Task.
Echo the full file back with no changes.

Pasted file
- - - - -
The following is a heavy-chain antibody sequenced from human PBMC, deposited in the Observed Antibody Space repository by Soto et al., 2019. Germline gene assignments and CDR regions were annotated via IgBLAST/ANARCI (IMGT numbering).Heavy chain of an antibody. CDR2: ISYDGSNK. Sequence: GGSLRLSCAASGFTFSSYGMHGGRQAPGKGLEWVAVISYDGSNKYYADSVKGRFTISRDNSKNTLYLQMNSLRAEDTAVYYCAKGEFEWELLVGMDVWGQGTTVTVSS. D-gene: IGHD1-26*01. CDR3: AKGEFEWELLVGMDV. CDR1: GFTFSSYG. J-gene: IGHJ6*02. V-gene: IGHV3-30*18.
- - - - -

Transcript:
The following is a heavy-chain antibody sequenced from human PBMC, deposited in the Observed Antibody Space repository by Soto et al., 2019. Germline gene assignments and CDR regions were annotated via IgBLAST/ANARCI (IMGT numbering).Heavy chain of an antibody. CDR2: ISYDGSNK. Sequence: GGSLRLSCAASGFTFSSYGMHGGRQAPGKGLEWVAVISYDGSNKYYADSVKGRFTISRDNSKNTLYLQMNSLRAEDTAVYYCAKGEFEWELLVGMDVWGQGTTVTVSS. D-gene: IGHD1-26*01. CDR3: AKGEFEWELLVGMDV. CDR1: GFTFSSYG. J-gene: IGHJ6*02. V-gene: IGHV3-30*18.